I know something about racial stereotypes, being Celtic and not Anglo Saxon. As I’m Welsh and have at numerous times been subject to the oh-so tedious assumptions so favoured by my English neighbours, as have my Scottish and Irish friends (only a bit of fun, naturally, don’t take it to heart, Taffy/Jock/Paddy), I’ll resist the temptation to build on the theory that England has never successfully repressed its dirty, imperialist desires and still has one hell of a superiority complex which has carried over from The Days of Empire, not wishing to upset English friends with far more enlightened views of the world of which they are but a tiny part. I’ll save that for another time and place. Dr Starkey, though, in part because of his age and political views, is a product of this very ugly, supercilious Englishness. He probably doesn’t mean anything by it, he just can’t help himself. Cambridge-educated, precociously clever, unashamedly Conservative with a great big ‘C’ whose 1950s BBC accent betrays his Cumbrian, Quaker upbringing. Talk about the pot calling the kettle black. (Better not, just in case.)

I tire of it, the stereotyping, and don’t accuse every boorish joker of being racist; I simply note first, that they’re arseholes and second, that this type of racial abuse isn’t nearly as serious as that which has been experienced for centuries by black or Jewish people. Those are the real hornets’ nests.

Starkey’s most offensive comments were that David Lammy, a respected black member of parliament, sounds white because he’s educated and well-spoken, unlike so many of the youths – or yoofs – we have all heard demonstrating a peculiar and much-mocked street language recently. It does raise the question: does an inability or reluctance to pronounce words correctly, and to form intelligible sentences that those beyond your peer group can comprehend, help make you employable? Hardly. (Half of all black youths in England are unemployed, apparently.) To prove the point, Starkey read out something which had been written by one of the looters, aged 18, to give an example of just how poor the standards are. If his aim had been to criticise the education system, it would have been an ideal source. Point duly noted, anyway. As it happened, there was another point made: it revealed the girl’s utter contempt for the police and blamed the riots on them (for killing a black man whose criminal record we have yet to fully discover).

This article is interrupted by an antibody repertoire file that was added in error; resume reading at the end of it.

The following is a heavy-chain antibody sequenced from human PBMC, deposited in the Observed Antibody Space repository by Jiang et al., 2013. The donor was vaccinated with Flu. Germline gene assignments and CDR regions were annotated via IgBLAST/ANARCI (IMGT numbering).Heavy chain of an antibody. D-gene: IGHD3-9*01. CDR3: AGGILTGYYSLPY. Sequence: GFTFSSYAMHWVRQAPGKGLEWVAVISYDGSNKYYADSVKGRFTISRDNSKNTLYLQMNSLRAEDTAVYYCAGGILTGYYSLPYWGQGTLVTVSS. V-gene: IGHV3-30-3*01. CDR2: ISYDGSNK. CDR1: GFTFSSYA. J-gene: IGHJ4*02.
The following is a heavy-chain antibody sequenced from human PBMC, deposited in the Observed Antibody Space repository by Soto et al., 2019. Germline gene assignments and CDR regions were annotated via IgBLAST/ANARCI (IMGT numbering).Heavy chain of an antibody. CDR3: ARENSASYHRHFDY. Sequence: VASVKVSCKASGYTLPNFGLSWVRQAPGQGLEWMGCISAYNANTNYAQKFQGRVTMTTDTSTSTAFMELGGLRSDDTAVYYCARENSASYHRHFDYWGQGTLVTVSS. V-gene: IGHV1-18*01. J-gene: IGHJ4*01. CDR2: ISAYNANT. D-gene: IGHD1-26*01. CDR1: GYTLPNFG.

Regardless of these two helpful points, Starkey was actually attempting to highlight the quality of speech demonstrated by black youths. Forgetting for a moment the lazy assumption that he must have been equating black with bad, white with good, he did just that and it spawned an amusing YouTube video. It is obviously unfair to compare someone of 18 with a professional more than twice her age and used to public speaking. Their skin colour is irrelevant, age and profession much more so. Still, I don’t think that makes Starkey a racist, rather guilty of a thoughtless comparison between a rioter who uses lazy language and a professional who speaks very well, both of whom happen to be black. I don’t believe he was saying black is bad, just that the way the 18-year old chooses to speak isn’t ideal. Don’t forget that, embarrassingly, she was chosen to be an Olympic ambassador. Don’t forget either that her parents shopped her to the police after seeing her on TV, which I think takes great courage and should be applauded.

By the same token, of course, we can assume that Starkey thinks regional accents are as bad as adopted ones. But I doubt he was saying that, in spite of his betrayal of his own regional accent. All he said was that “this Jamaican patois that’s been intruded in England” is not very becoming. Listen to Starkey speak. No doubt, in his view, we should all speak properly, with correct enunciation, as he does. The evolution of language is all well and good, but it should be understandable. An academic would say such a thing.